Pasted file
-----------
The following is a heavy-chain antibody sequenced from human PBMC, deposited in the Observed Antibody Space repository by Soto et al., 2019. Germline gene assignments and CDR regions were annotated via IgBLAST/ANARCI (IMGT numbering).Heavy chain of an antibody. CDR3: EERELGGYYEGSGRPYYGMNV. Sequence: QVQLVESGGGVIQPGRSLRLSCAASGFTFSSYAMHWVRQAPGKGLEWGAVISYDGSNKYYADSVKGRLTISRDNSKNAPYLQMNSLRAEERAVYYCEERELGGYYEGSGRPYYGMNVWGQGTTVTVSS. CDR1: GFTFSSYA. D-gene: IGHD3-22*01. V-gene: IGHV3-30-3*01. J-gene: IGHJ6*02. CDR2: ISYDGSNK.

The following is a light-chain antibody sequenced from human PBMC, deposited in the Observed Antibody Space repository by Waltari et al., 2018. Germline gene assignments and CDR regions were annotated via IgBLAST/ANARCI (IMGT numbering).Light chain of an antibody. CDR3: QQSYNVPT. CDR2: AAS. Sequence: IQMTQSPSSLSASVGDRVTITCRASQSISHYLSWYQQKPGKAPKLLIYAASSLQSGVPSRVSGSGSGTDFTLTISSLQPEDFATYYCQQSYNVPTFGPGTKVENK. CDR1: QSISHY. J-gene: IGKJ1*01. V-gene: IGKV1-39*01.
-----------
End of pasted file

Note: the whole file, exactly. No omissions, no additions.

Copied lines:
The following is a heavy-chain antibody sequenced from human PBMC, deposited in the Observed Antibody Space repository by Soto et al., 2019. Germline gene assignments and CDR regions were annotated via IgBLAST/ANARCI (IMGT numbering).Heavy chain of an antibody. CDR3: EERELGGYYEGSGRPYYGMNV. Sequence: QVQLVESGGGVIQPGRSLRLSCAASGFTFSSYAMHWVRQAPGKGLEWGAVISYDGSNKYYADSVKGRLTISRDNSKNAPYLQMNSLRAEERAVYYCEERELGGYYEGSGRPYYGMNVWGQGTTVTVSS. CDR1: GFTFSSYA. D-gene: IGHD3-22*01. V-gene: IGHV3-30-3*01. J-gene: IGHJ6*02. CDR2: ISYDGSNK.

The following is a light-chain antibody sequenced from human PBMC, deposited in the Observed Antibody Space repository by Waltari et al., 2018. Germline gene assignments and CDR regions were annotated via IgBLAST/ANARCI (IMGT numbering).Light chain of an antibody. CDR3: QQSYNVPT. CDR2: AAS. Sequence: IQMTQSPSSLSASVGDRVTITCRASQSISHYLSWYQQKPGKAPKLLIYAASSLQSGVPSRVSGSGSGTDFTLTISSLQPEDFATYYCQQSYNVPTFGPGTKVENK. CDR1: QSISHY. J-gene: IGKJ1*01. V-gene: IGKV1-39*01.